New NASA EVs will drive crew part way to the moon (sort of)

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NASA's new crew transportation electric vehicles.
Three specially designed, fully electric, environmentally friendly crew transportation vehicles for Artemis missions arrived at NASA’s Kennedy Space Center in Florida this week. The zero-emission vehicles, which will carry astronauts to Launch Complex 39B for Artemis missions, were delivered by Canoo Technologies of Torrance, California. NASA/Isaac Watson

NASA has shown off a trio of new all-electric vehicles that will shuttle the next generation of lunar astronauts to the launchpad at the Kennedy Space Center.

Designed by California-based EV startup Canoo Technologies, the environmentally friendly minivan are able to carry four astronauts in their launch spacesuits.

They’ll also transport personnel such as a spacesuit technician, and specialized equipment needed at Launch Pad 39B for NASA’s crewed Artemis missions to the moon. The first of these will be Artemis II, which will carry four astronauts on a fly-by of our nearest neighbor in November 2024.

“The collaboration between Canoo and our NASA representatives focused on the crews’ safety and comfort on the way to the pad ahead of their journey to the moon,” Charlie Blackwell-Thompson, NASA’s Artemis launch director, said in a release. “I have no doubt everyone who sees these new vehicles will feel the same sense of pride I have for this next endeavor of crewed Artemis missions.”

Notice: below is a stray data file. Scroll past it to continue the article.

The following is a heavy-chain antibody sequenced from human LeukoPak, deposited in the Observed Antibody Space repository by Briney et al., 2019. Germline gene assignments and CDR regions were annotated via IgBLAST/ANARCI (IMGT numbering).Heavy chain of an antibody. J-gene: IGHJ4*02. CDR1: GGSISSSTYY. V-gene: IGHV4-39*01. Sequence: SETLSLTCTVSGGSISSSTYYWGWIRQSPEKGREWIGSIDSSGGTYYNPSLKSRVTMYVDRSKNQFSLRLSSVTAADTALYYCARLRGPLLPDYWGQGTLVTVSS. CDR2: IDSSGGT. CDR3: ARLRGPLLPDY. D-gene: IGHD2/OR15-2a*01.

Earlier launch operations at the Kennedy Space Center for NASA’s Apollo and Space Shuttle programs used the so-called “Astrovans” to transport astronauts from the crew quarters in the Neil A. Armstrong Operations and Checkout Building to the launchpad.

“While the path to the pad may look similar, the ride to get there has changed with the times,” NASA said.

Over the next year or so, the fleet of new EVs will be used for astronaut training exercises at the spaceport. And then, in 16 months’ time, the vehicles will play a major role as they transport the four Artemis II astronauts to the recently tested SLS rocket, after which the spacefarers will climb aboard the Orion spacecraft for the first crewed lunar flight in five decades.

A successful Artemis II mission will pave the way for the first crewed lunar landing since 1973, and set NASA on course to building a permanent astronaut base there with a view to using the site as a launchpad for the first human mission to Mars. A journey that starts inside an Earth-based EV and ends inside a Mars lander will certainly be something to savor.

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